Why George Bush Has Not Made Us Safer

Thomas Kean and Lee Hamilton of the 9/11 Commission ask, Are We Safer Today? In many ways we are no safer now than we were six years ago. One problem is that the bumper sticker which says “we are creating more terrorists than we can kill” is true:

We face a rising tide of radicalization and rage in the Muslim world — a trend to which our own actions have contributed. The enduring threat is not Osama bin Laden but young Muslims with no jobs and no hope, who are angry with their own governments and increasingly see the United States as an enemy of Islam.

Four years ago, then-Defense Secretary Donald H. Rumsfeld famously asked his advisers: “Are we capturing, killing or deterring and dissuading more terrorists every day than the madrassas and the radical clerics are recruiting, training and deploying against us?”

The answer is no.

While the Bush administration tries to fight this militarily (and in the wrong country) the real battle is one of hearts and minds:

We are also failing in the struggle of ideas. We have not been persuasive in enlisting the energy and sympathy of the world’s 1.3 billion Muslims against the extremist threat. That is not because of who we are: Polling data consistently show strong support in the Muslim world for American values, including our political system and respect for human rights, liberty and equality. Rather, U.S. policy choices have undermined support.

No word is more poisonous to the reputation of the United States than Guantanamo. Fundamental justice requires a fair legal process before the U.S. government detains people for significant periods of time, and the president and Congress have not provided one. Guantanamo Bay should be closed now. The 9/11 commission recommended developing a “coalition approach” for the detention and treatment of terrorists — a policy that would be legally sustainable, internationally viable and far better for U.S. credibility.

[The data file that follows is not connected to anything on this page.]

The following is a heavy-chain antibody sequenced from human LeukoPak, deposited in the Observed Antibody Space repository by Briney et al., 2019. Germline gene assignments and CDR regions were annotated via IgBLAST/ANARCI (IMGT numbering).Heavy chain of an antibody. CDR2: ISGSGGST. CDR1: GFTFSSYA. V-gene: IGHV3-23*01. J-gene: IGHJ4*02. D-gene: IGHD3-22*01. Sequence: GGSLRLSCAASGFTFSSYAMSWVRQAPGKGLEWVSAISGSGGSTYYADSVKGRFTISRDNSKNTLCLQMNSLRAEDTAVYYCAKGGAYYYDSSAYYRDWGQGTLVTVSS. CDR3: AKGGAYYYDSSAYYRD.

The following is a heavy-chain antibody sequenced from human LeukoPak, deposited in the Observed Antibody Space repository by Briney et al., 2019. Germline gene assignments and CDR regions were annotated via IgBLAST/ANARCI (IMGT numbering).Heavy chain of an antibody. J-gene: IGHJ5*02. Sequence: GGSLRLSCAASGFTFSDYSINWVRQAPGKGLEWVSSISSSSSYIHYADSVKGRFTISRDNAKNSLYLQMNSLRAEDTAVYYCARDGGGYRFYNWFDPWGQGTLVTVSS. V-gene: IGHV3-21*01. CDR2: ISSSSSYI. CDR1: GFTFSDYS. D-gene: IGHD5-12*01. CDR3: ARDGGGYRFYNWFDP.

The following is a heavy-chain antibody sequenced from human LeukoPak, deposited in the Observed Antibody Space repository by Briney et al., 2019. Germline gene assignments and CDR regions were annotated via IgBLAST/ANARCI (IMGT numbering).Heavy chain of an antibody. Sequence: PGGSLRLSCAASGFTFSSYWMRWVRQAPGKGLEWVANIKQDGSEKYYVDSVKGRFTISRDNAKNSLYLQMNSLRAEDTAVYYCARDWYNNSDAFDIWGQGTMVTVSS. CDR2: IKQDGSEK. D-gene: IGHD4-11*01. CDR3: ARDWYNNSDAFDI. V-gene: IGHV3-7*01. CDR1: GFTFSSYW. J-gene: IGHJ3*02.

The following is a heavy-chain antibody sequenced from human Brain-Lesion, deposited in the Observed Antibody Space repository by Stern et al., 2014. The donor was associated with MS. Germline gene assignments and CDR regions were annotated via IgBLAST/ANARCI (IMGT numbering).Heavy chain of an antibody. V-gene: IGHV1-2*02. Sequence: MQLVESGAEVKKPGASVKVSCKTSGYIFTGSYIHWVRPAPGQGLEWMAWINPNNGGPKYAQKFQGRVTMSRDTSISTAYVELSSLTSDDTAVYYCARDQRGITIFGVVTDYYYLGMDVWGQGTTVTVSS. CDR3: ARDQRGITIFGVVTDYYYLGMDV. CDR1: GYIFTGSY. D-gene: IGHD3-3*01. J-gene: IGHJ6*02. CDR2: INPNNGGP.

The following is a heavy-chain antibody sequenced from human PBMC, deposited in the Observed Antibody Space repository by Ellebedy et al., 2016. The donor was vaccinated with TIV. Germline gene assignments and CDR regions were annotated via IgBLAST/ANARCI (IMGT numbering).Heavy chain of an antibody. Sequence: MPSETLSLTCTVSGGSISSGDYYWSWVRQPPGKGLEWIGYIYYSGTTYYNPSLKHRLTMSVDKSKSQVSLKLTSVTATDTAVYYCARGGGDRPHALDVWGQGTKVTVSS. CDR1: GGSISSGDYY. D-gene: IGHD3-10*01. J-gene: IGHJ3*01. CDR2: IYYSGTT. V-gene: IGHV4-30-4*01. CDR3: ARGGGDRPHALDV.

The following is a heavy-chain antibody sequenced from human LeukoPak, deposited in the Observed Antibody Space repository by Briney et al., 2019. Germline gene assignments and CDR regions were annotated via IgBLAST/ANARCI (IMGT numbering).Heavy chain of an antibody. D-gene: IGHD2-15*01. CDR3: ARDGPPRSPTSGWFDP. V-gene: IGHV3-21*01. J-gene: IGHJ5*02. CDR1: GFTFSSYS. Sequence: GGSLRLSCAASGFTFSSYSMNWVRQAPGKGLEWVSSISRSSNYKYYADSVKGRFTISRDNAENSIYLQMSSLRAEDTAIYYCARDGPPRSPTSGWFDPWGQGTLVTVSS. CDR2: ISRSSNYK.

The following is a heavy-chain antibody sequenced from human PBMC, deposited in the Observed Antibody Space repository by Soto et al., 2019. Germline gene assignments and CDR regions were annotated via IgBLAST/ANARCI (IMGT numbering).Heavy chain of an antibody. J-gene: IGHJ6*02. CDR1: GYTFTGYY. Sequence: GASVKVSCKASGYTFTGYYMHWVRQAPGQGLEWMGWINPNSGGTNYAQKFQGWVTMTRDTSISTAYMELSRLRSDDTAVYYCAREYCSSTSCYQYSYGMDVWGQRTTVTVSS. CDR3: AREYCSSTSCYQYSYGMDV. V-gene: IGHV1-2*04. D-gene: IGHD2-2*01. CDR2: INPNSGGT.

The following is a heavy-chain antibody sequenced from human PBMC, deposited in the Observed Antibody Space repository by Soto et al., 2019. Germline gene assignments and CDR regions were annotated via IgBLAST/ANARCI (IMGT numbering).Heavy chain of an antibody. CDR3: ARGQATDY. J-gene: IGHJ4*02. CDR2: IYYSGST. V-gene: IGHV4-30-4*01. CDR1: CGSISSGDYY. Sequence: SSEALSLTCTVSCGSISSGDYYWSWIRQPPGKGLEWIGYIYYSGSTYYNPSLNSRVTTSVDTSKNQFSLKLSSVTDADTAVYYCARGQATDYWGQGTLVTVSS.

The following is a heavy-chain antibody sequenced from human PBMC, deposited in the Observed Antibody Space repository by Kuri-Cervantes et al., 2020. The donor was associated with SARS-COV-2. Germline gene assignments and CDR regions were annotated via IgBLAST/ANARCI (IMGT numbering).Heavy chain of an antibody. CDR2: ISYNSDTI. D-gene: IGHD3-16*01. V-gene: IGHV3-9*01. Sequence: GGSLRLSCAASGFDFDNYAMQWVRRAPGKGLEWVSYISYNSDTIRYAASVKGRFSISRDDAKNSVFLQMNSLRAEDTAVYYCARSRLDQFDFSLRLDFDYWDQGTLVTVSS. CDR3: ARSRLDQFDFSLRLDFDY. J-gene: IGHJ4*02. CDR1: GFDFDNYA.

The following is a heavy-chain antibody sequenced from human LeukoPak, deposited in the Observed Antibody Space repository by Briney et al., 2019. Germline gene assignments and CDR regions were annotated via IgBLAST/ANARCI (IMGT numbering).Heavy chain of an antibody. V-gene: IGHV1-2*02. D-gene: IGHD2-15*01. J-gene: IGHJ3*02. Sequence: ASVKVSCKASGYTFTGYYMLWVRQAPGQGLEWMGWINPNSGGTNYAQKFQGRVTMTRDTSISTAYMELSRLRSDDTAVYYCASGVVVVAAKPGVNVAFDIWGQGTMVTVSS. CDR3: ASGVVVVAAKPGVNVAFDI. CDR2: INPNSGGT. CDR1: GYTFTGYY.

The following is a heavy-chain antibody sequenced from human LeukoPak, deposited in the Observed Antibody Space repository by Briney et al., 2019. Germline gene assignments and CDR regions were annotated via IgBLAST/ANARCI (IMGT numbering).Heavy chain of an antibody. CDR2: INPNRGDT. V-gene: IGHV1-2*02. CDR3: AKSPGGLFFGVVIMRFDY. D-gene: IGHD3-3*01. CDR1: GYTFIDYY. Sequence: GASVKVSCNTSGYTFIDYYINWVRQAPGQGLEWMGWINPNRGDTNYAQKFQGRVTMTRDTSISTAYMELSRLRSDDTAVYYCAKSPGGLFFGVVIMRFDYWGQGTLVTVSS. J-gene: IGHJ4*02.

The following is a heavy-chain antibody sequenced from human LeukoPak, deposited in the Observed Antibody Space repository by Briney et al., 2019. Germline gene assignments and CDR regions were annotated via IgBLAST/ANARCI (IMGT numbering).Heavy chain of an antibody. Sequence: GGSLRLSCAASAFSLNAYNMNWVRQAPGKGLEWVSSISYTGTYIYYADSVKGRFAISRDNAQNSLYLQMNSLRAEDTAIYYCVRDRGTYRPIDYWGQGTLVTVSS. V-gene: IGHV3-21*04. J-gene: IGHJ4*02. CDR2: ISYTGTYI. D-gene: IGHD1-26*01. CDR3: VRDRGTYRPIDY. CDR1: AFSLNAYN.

A major problem remains that, “no conflict drains more time, attention, blood, treasure and support from our worldwide counterterrorism efforts than the war in Iraq. It has become a powerful recruiting and training tool for al-Qaeda.”

Supporters of the war commonly claim that liberals are soft on fighting terrorism based upon our opposition to the war. In reality, it is the Republicans who have failed the nation by not understanding the nature of the threat and attempting to fight in a counterproductive manner. Unfortunately all the Republican candidates, with the exception of Ron Paul, repeat the same erroneous beliefs which we have heard from the Bush administration since 9/11.

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11 Comments

  1. 1
    absent observer says:

    Historians will note that GWB’s presidency was marked by one persistent theme: expanding the executive. Every other piece of bullshit that’s come out of the Oval Office in the last six years has served the Unitary Executive. We’re not dealing with someone who cares about your sense of reason. We have an Emperor expanding an empire.

  2. 2
    Ron Chusid says:

    I agree that expanding the powers of the Executive Branch has been a major theme but not that everything was based upon this. Bush is responsible for other types of evil besides expanding the powers of Executive Branch.

    For example, Bush also tried to destroy entitlement programs such as Medicare and Social Security with his Medicare proposals (which are still harmful but which were moderated thanks to some more reasonable Republicans) his failed Social Security plans.

    He’s also helped push the agenda of the religious right and the neoconservatives. Of course the neocon agenda does fit in well with the Unitary Executive idea .

  3. 3
    Jason Andrew says:

    How about some support for these assertions? How did he try to expand the power of the executive? How did he try to destroy entitlement programs? I thought he was just trying to buy votes with that drug program. I have never heard a democrat accused of trying to destroy entitlement programs by expanding them. If you honestly think Bush wants to destroy entitlement programs, you are not living in reality.

  4. 4
    Jason Andrew says:

    This site has lots of opinions but not many facts backing them up. Blogs aren’t about copying news artiles…they are about opinions!!!!

  5. 5